The British set to storm the Grand Prix de Paris, writes Nigel Howard
Bastille Day is France’s Fête Nationale. It is celebrated on 14 July when, on the same day back in 1789, revolutionaries stormed the infamous Paris Bastille jail thus triggering what is considered the start of the French Revolution. French racing’s offering to this great occasion is the Juddmonte Grand Prix de Paris, run over 2400 metres (1m4f) at Longchamp on Tuesday evening.
The Grand Prix de Paris forms the final leg of the French Classic programme which in 2005 was controversially restructured by reducing the distance of the Prix du Jockey Club (French Derby) to 1m2½f from 1m4f and increasing the distance of this event to 1m4f from 1m2f. The net result has been that it is the Grand Prix de Paris that some now consider to be the real French Derby and indeed all but one of the declared runners bypassed the Prix du Jockey Club to run here.
Whatever the pros and cons of the restructuring programme, the race has thrown up some pretty useful performers over recent years including Flintshire for Khalid Abdullah in 2013, Montmartre for the Aga Khan in 2008 and perhaps most famously another Abdullah homebred, Rail Link, in 2006, who sensationally went on to defeat the “unbeatable” Japanese superstar Deep Impact in the Prix de l’Arc de Triomphe of the same year.
Only seven go to post for this renewal and at first glance it seems unlikely that a future Arc winner lies under the hood. However, with runners from three different countries, some with strong classic form, the race offers a great opportunity for the handicapper to compare the merits of the European classic generation.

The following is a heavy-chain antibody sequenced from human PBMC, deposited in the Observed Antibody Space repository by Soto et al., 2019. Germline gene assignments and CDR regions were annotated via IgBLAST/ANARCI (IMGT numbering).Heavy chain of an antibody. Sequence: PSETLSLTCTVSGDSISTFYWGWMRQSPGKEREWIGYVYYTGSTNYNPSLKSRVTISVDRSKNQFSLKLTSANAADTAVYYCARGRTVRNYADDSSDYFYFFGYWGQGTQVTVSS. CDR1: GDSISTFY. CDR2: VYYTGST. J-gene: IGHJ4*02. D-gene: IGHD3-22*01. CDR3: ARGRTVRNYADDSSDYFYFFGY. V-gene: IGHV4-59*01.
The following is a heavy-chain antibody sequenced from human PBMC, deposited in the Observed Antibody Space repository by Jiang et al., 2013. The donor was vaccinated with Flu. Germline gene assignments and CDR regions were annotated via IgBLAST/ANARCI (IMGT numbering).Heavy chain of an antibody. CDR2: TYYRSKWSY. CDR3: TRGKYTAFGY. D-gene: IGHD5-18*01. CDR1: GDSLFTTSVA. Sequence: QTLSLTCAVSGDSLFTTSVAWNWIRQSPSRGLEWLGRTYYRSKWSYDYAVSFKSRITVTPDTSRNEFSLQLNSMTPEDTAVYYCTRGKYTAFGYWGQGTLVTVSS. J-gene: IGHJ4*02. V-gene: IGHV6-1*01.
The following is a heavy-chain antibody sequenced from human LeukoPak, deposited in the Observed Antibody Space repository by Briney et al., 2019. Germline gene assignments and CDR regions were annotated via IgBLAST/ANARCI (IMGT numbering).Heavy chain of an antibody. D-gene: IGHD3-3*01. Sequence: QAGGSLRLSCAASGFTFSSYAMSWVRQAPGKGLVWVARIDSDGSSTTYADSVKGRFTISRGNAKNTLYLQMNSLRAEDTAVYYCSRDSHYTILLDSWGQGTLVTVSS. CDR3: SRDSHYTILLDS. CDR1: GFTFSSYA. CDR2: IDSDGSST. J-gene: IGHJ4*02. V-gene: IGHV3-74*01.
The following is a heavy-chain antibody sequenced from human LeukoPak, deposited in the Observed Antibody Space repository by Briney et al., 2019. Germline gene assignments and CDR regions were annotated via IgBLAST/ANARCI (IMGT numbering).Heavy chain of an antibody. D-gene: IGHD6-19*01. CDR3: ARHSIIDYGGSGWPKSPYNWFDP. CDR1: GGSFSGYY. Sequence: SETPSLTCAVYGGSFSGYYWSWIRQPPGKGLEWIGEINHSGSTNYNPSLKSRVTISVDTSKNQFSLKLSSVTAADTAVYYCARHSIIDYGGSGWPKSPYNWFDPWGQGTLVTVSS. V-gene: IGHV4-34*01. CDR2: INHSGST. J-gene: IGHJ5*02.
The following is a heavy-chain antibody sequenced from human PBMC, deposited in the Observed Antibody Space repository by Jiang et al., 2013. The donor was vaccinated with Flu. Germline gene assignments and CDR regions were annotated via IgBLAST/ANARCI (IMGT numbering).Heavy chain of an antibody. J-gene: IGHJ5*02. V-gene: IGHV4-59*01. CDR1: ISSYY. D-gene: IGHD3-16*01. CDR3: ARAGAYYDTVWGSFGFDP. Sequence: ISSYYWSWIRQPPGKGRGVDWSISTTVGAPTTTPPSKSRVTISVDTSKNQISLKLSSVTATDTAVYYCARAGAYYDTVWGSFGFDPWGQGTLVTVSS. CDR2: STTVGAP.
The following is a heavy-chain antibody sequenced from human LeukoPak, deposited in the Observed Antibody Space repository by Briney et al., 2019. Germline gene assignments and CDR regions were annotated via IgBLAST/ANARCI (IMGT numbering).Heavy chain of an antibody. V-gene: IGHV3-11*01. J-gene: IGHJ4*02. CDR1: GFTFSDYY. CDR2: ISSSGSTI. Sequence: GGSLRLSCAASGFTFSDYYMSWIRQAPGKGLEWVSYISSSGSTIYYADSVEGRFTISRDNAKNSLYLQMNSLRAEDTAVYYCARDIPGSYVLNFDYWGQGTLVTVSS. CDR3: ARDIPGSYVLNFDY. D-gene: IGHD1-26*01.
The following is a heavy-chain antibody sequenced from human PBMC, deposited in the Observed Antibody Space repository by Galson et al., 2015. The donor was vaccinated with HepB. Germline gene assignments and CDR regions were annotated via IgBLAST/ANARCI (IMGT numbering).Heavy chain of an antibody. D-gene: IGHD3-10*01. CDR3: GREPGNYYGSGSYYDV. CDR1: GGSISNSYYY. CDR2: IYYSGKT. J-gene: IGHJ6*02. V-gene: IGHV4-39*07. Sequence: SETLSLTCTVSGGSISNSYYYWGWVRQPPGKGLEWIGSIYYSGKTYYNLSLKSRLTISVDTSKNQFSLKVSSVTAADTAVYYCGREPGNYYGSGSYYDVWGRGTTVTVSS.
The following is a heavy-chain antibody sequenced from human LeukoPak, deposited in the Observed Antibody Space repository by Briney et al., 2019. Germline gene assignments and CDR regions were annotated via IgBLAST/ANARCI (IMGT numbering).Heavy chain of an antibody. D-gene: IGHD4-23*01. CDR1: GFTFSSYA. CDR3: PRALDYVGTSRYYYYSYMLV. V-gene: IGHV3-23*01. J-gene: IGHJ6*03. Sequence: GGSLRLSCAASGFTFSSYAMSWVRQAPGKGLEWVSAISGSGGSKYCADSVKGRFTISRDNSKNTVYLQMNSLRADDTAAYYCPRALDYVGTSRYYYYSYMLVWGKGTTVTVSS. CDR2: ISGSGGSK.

With a record thirteen victories in the race, Andre Fabre saddles the probable favourite in the undefeated AMPERE. A likeable son of Galileo, he won the Prix Hocquart (Group 2) over 2200m (1m3f) at Longchamp back in May. Staying on well under Mickael Barzalona, he defeated the Aidan O’Brien trained Cape Clear Island by 1 length with, further back in third, the Aga Khan owned Canndal, recent second in a Group 1 at Belmont Park. That was only his second start and he would seemingly have plenty of scope. His trainer already has two classic winners in his yard in the shape of Poule d’Essai des Poulains winner Make Believe and Prix du Jockey Club winner New Bay. AMPERE has obviously been laid out for this race and therefore must have strong winning claims.
Michael Delzangles saddles the Wildenstein Stable-owned VENGEUR MASQUE, a progressive son of Monsun and runaway winner of a conditions event over 1m4f at Compiègne back in June. This is clearly a big step up in class, but he defeated the odds on favourite and highly regarded Criquette Head-trained Clariden that day, himself destined for this race until that defeat. He is clearly on the upgrade but still has a lot to prove.